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work in progress

Woman getting a shot
Centers for Disease Control

Today on Stateside, Detroit News business columnist Daniel Howes updates us on the results of the UAW's recent Special Bargaining Convention. Plus, a conversation with a public health expert on the dangers that falling vaccination rates pose to communities around Michigan. 

Listen to the full show above or find individual segments below. 

A labor strike in Flint
Courtesy of the Archives of Michigan

Today on Stateside, we chat with Representatives Bill Huizenga (R-Zeeland), and Dan Kildee (D-Flint), about Trump's Oval Office address on the ongoing, partial government shutdown. Plus, we continue our Work in Progress series with a conversation between a rookie and a veteran in the electrical trade. We hear them explain what it's like to be a woman in the industry. 

Samantha Forsyth and Grace Trudell
Sam Corey / Michigan Radio

Women make up just around nine percent of the workers in the skilled trades, according to 2016 data from the Bureau of Labor Statistics.

So, if you’re a woman just getting started, it can feel like you’re the odd one out on the construction site.

For our Work in Progress series, we brought together two women in the field — one just starting out, one 25 years in — to talk about why they decided to pursue careers as electricians, and what it takes to thrive as a woman in the skilled trades. 

Rahael Gupta
Michigan Radio

On today's show, Believed co-host Kate Wells breaks down a recent report that found top officials at the U.S. Olympic Committee knew former sports doctor Larry Nassar was sexually abusing his patients, yet took no disciplinary action against him. Plus, a conversation about the changing field of classical music between a graduate student and aspiring conductor, and the retired music director for the Detroit Symphony Orchestra.

Listen to the full show above or find individual segments below. 

Leonard Slatkin (left) is Music Director of the Detroit Symphony, and conductor Chelsea Gallo (right) is pursuing a Doctorate of Musical Arts at the University of Michigan.
Sarah Leeson

When you bring two people from opposite ends of the same career path together, chances are they’ll have plenty to talk about.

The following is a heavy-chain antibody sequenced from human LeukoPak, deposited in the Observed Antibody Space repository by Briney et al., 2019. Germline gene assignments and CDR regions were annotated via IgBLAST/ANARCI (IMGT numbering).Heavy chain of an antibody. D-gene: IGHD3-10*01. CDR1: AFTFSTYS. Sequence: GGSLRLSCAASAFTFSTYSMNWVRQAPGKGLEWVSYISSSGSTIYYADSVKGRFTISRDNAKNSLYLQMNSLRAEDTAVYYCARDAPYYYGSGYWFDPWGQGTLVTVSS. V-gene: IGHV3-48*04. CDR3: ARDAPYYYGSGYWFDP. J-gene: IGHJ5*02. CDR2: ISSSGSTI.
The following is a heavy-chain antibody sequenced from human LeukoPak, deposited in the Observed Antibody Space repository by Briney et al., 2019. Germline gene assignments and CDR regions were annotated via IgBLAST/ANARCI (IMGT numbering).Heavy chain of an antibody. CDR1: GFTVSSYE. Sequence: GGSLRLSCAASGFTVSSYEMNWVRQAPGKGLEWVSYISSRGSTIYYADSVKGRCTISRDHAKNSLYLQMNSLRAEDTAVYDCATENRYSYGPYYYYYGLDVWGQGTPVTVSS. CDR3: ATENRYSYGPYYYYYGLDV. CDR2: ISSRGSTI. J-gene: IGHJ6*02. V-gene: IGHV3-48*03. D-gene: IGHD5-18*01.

Stateside's ongoing Work in Progress series aims to do just that by featuring conversations between someone just starting out in a particular field and someone who is reaching the end of their professional career. 

Leonard Slatkin is Music Director Laureate of the Detroit Symphony, and conductor Chelsea Gallo is pursuing a Doctorate of Musical Arts at the University of Michigan. 

Father Jim Houbeck and Father Ed Prus
Lindsey Scullen / Michigan Radio

Taking that first step down a career path can be daunting, like stepping into a world completely unknown. On the flip side, if you’ve been walking that road a long time, chances are you’ve learned a thing or two.

Father Jim Houbeck, a newly ordained Catholic priest, sat down with Father Ed Prus, who has recently retired, to discuss their lives in this vocation. Their conversation is part of Stateside's Work in Progress series, where we bring together two people to talk about what it's like to be at opposite ends of the same career path. 

Music teachers Erick Senkmajer and Erika Senecal
Joe Linstroth / Michigan Radio

Taking that first step down a career path can be daunting, like stepping into a world completely unknown.

On the flip side, if you've been walking that path a while, odds are you've learned a thing or two.

Kyle and Bryce at a library
Michigan Radio

  

Taking that first step down a career path can be daunting. It's like stepping into a world completely unknown. On the flip side, if you’ve been walking that road a long time, chances are you’ve learned a thing or two. 

work in progress farmers
Joey Horan / Michigan Radio

“Work in Progress” is a new Stateside series about what it's like to be at opposite ends of the same career path. You'll hear conversations between two people —one who's just starting out in a job and one who's been working in the field for a long time.

Throughout the series we’ll feature conversations between people who have chosen a variety of career paths ranging from conductors, to priests, nurses, and millwrights.

But first, we turn the spotlight on two farmers.